As I have discussed previously, MRI scans of autists brains have shown that men with autism have anatomically similar brains to neurotypical women, and women with autism have anatomically similar brains to neurotypical men which could lead to gender confusion. In addition to this, high levels of foetal testosterone in utereo have been linked to the development of autism in recent years. This exposure has been proposed as a possible reason that autistic women may suffer from gender dysphoria, but this does not explain why autistic men may wish to transition. Interestingly the current evidence does indeed support a prevalence of autistic traits among trans-men vs. trans-women. Research is ongoing to investigate the link between gender dysphoria and autism.

Whilst the current evidence suggests that gender dysphoria and autism may be linked, it is important to remember that they are not mutually exclusive. It is useful to know that there may be a link, but bear this in mind when seeking support.

Hope you enjoyed this post dear Earthlings! 🙂

Have a lovely weekend!

Aoife

Autism and Cholesterol

Greetings Earthlings! 🙂

Following on from my recent post about diet and autism, this week I’d like to discuss a biomolecule that is not often talked about in the literature about autism- cholesterol.

When it comes to cholesterol, we usually think of it as a bad thing- that fatty yellow stuff that clogs up our arteries when we eat too much of the wrong foods. But there is so much more to cholesterol than most people realize. Cholesterol is an essential biomolecule involved in the synthesis of numerous other bodily substances such as steroid hormones, vitamin D and bile. It’s also an essential component of our cell membranes.

There are 2 types of cholesterol- LDL and HDL. LDL (low-density lipoprotein) makes up most of the cholesterol in the body. This is often referred to as the bad type of cholesterol as a build up of this can clog the arteries. HDL (high-density lipoprotein) on the other hand, is considered the good kind of cholesterol as it absorbs waste cholesterol and shuttles it to the liver for removal from the body.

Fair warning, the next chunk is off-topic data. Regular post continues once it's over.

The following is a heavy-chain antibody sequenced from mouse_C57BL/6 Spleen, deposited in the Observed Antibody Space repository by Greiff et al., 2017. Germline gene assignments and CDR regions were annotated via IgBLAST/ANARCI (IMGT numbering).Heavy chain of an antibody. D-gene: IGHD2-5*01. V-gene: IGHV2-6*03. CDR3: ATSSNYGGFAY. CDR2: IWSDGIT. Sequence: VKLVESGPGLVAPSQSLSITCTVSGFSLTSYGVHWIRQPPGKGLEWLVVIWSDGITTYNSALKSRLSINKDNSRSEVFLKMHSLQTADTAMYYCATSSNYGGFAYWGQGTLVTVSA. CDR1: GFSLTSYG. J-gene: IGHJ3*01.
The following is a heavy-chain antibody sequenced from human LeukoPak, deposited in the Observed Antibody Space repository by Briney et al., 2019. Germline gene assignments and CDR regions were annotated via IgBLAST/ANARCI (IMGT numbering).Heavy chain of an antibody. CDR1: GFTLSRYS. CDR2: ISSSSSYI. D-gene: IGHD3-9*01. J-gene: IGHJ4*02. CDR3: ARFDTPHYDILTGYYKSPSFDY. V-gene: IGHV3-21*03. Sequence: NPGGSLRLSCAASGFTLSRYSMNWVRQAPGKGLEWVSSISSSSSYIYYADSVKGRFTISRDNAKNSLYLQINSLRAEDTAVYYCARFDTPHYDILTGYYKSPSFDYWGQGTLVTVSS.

So what has cholesterol got to do with autism?

Here’s where things get interesting. Cholesterol is involved in modulating the oxytocin receptor and the serotonin 1-A receptor- neurotransmitters that are dysregulated in the autistic brain which contribute to a number of autistic symptoms. Multiple studies have reported that some autists have hypocholesterolemia (i.e low cholesterol levels). Cholesterol deficits could interfere with the functioning of the oxytocin and serotonin receptors and contribute to autistic symptoms. Recent research has identified mutations in a cluster of genes involved in cholesterol metabolism in certain forms of autism which likely causes these lowered cholesterol levels. Cholesterol and omega fish oil supplementation may be useful to help counter the impact of low cholesterol on the brain.

Cholesterol Fat The Structural - Free image on Pixabay

Hope you enjoyed this post dear Earthlings! 🙂

Have a lovely weekend!

Aoife

Autism and Menopause

Greetings Earthlings! 🙂

Leading on from my post about periods and autism, this week I’d like to explore another taboo aspect of life on the spectrum- autism and the menopause.

Apologies once again to my male readers!

I may be too young to give a personal slant on this subject, but I’d like to create some visibility for the often overlooked adult female members of the spectrum. Public discussions surrounding autism are so often centered on childhood, potential issues for adult autists can be forgotten.